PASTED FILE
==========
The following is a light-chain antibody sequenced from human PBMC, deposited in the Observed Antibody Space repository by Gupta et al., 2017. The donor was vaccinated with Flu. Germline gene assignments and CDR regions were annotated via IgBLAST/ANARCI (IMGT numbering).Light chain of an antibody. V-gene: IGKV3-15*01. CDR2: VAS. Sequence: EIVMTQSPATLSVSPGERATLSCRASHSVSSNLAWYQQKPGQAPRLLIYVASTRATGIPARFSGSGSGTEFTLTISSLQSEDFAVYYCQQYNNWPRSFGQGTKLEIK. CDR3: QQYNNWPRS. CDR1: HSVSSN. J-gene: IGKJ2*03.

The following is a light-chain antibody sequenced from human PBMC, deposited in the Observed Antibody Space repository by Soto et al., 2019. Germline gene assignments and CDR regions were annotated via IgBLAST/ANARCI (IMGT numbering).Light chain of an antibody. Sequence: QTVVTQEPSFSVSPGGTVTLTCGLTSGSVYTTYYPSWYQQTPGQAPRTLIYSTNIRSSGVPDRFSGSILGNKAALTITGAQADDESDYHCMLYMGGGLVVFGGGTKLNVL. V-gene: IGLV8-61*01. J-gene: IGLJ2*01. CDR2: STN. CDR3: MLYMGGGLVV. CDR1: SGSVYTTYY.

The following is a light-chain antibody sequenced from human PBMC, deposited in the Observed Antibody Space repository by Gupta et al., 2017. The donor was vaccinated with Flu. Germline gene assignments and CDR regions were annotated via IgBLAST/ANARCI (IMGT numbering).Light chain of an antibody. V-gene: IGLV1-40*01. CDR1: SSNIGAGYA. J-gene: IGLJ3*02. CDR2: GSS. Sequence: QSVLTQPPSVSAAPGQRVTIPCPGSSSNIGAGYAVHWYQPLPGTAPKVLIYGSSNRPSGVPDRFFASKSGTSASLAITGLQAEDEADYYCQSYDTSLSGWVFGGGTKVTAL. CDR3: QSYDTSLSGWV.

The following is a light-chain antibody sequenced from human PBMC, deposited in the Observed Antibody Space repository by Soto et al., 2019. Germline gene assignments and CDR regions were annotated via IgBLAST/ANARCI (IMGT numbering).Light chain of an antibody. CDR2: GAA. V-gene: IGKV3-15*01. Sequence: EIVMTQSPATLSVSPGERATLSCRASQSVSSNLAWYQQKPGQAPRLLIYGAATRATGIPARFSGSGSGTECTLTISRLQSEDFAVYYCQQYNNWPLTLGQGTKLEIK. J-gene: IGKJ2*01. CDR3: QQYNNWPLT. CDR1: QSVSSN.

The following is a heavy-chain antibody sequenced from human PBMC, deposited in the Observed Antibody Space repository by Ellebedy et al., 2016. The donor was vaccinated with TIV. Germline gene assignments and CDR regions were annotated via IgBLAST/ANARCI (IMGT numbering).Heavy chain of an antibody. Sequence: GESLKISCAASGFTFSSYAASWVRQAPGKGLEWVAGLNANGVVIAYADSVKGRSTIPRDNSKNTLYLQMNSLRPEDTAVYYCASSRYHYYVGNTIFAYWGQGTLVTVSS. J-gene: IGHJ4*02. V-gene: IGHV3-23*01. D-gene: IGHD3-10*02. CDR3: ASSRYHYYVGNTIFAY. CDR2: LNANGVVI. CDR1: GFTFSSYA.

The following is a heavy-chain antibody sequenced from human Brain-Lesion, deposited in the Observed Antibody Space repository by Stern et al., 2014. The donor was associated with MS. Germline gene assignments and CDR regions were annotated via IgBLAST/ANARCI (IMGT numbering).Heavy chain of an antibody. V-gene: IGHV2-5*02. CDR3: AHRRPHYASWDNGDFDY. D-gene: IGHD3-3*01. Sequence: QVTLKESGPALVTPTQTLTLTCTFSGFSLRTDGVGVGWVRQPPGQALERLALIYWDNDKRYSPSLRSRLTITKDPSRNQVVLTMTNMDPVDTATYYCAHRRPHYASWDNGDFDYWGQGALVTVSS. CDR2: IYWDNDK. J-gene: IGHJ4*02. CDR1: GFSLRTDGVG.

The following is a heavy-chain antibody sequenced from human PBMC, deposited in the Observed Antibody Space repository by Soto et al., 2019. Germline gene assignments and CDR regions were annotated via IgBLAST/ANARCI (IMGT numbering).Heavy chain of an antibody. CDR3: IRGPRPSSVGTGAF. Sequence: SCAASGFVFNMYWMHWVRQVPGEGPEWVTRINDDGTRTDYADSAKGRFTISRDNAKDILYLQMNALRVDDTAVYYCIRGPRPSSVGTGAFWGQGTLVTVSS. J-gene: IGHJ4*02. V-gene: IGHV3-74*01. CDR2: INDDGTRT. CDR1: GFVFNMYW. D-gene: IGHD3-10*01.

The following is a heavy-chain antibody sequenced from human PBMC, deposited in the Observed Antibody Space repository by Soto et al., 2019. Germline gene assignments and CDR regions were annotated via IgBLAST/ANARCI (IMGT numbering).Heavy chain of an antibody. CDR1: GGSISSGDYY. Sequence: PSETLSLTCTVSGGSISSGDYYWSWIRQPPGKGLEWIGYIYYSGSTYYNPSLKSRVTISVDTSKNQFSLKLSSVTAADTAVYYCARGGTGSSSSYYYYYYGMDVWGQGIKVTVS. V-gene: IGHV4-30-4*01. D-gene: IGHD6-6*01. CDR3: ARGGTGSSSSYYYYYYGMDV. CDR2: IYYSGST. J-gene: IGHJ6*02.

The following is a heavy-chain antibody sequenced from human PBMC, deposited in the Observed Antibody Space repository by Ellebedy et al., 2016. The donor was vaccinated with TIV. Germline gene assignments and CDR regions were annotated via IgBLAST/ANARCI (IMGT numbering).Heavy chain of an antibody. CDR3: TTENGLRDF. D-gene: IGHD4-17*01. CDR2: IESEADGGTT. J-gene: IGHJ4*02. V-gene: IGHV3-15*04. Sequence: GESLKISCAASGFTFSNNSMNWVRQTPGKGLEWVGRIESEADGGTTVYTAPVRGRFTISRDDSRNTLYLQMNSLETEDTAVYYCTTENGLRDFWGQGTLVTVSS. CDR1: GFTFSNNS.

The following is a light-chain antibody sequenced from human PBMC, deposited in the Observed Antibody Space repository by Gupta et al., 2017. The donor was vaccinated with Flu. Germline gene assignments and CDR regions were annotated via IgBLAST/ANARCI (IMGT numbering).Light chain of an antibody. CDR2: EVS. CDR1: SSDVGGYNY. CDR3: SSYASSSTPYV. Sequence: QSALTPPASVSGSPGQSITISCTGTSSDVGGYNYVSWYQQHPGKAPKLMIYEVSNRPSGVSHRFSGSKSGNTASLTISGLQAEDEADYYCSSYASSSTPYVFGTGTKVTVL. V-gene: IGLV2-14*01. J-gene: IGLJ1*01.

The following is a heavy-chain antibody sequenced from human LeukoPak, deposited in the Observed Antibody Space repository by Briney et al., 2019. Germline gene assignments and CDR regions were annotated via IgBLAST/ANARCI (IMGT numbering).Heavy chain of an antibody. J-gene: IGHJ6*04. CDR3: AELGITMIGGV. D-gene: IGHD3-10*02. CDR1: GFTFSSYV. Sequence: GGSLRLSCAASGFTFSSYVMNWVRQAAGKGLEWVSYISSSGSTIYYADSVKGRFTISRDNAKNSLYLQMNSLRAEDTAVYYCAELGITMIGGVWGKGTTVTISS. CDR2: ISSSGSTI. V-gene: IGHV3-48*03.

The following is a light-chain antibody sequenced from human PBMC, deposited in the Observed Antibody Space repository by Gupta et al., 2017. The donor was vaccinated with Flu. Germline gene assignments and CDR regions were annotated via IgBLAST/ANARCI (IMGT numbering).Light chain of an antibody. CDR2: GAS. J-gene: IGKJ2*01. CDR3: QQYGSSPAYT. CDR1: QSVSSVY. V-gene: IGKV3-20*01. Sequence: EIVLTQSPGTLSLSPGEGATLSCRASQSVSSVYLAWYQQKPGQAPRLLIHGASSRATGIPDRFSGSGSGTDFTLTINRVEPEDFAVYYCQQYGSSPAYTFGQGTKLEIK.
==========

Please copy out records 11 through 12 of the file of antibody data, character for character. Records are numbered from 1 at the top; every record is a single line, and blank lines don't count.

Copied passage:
The following is a heavy-chain antibody sequenced from human LeukoPak, deposited in the Observed Antibody Space repository by Briney et al., 2019. Germline gene assignments and CDR regions were annotated via IgBLAST/ANARCI (IMGT numbering).Heavy chain of an antibody. J-gene: IGHJ6*04. CDR3: AELGITMIGGV. D-gene: IGHD3-10*02. CDR1: GFTFSSYV. Sequence: GGSLRLSCAASGFTFSSYVMNWVRQAAGKGLEWVSYISSSGSTIYYADSVKGRFTISRDNAKNSLYLQMNSLRAEDTAVYYCAELGITMIGGVWGKGTTVTISS. CDR2: ISSSGSTI. V-gene: IGHV3-48*03.

The following is a light-chain antibody sequenced from human PBMC, deposited in the Observed Antibody Space repository by Gupta et al., 2017. The donor was vaccinated with Flu. Germline gene assignments and CDR regions were annotated via IgBLAST/ANARCI (IMGT numbering).Light chain of an antibody. CDR2: GAS. J-gene: IGKJ2*01. CDR3: QQYGSSPAYT. CDR1: QSVSSVY. V-gene: IGKV3-20*01. Sequence: EIVLTQSPGTLSLSPGEGATLSCRASQSVSSVYLAWYQQKPGQAPRLLIHGASSRATGIPDRFSGSGSGTDFTLTINRVEPEDFAVYYCQQYGSSPAYTFGQGTKLEIK.